Archive for June, 2014

A Short Visit To “Grammarland”

June 3, 2014

Recently, I was conducting a class on business communication, and a participant brought up what might be new trend in customer service. A similar idea had been suggested in an earlier MBA graduate class I was teaching so I suspect there might be something going on in the business world that could be worth considering. Like most “new” items, this one has both good and bad aspects to it.

The new trend relates to what is happening in large call centers.

A call center representative can talk to only one customer at a time. That means this is a very labor-intensive business. It’s easy to see how the ebb and flow of call volume can influence the size of the call center work force.

With expanding use of the internet, however, more customers are using e-mail and instant messaging to communicate with companies. Call center operators, likewise, are using this development to their advantage.

With instant messaging, call center operators can now handle two, three, or four calls at the same time. They can carry on written conversations with many more people than was ever possible on the telephone. Communicating with four customers simultaneously can provide much faster service, and that’s what customers want.

That’s the good news, but here’s the bad news part to this trend. As some call centers have made this shift, they are realizing that many representatives who worked the phones well have difficulty writing well. Effective communication with clients is suffering.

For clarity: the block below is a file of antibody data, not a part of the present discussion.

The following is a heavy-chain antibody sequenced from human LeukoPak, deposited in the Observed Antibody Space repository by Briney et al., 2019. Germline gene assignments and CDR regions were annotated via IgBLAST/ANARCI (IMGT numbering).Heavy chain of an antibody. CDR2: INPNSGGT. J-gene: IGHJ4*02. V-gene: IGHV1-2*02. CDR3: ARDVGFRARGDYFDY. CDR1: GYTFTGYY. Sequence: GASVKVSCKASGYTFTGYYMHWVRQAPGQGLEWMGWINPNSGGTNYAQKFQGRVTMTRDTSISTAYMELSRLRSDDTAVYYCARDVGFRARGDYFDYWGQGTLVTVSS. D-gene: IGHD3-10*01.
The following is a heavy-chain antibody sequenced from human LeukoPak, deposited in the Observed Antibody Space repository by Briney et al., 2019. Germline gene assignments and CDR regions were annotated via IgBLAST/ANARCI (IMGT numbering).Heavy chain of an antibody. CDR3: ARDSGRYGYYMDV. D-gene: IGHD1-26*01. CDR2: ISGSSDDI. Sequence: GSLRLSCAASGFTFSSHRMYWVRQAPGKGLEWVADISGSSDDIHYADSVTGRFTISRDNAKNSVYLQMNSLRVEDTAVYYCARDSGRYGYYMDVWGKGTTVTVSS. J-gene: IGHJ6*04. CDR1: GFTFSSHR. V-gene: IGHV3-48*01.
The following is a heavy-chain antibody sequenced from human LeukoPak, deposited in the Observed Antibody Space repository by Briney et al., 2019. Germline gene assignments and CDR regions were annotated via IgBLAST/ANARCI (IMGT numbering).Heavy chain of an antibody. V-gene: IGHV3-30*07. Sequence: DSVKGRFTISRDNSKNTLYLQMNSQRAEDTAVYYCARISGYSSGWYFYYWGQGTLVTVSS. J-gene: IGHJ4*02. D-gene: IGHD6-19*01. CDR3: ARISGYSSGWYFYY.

Being able to talk well and being able to write well require two totally different sets of skills. Further, the permanency of speech and writing are very different. If someone makes an error while speaking, the error is gone in an instant. If, however, someone makes an error in print, that error lives forever.

We all know that how we communicate in business reflects on us personally, and it reflects on our companies.

Poor writing reflects poorly on every company that allows it.

This difficulty with writing ability, of course, exists with customers as well as with the call center personnel; but companies can’t do anything to control or improve the skills of their customers. They can and should, however, improve the skills of their work force because of the importance of the messages they are sending to customers.

Many call center operators are looking to develop writing classes for their representatives so they can effectively use instant messaging. These won’t be “going back to school” remedial classes filled with grammar rules and memorization, but it’s a chance to revisit some of the basic skills we all struggled with in the past.

In many cases when we got out of school we stopped paying close attention to what we learned in English grammar class. Those old rules, however, still apply today. Whether or not we like to admit it, we are still judged by our writing skills.   The companies we represent are also judged by what we do.

If you are in a position to do so, help your work force make a brief visit to “Grammarland”. Encourage employees to pay attention once again to such things as: agreement of subject and predicate, antecedents of pronouns, number, gender, case, sentence fragments, and accurate punctuation. You might even find it helpful to provide this instruction by arranging classes. It could be good for the employees and good for the company.

In my writing classes I’ve seen how quickly participants remember what they once learned. This revisiting of past grammar studies doesn’t take a long time, but it does take concentration and focus. A couple of days and appropriate exercises usually provide the desired results.

As business continues to shift to increasing use of e-mail and instant messaging a review of the basics of English grammar can be very helpful.

A brief visit to “Grammarland” can add a great deal to the efficiency and effectiveness of the staff as well as to the image of the company.




Soft Skills Deserve Hard Work

June 2, 2014


Soft Skills Deserve Hard Work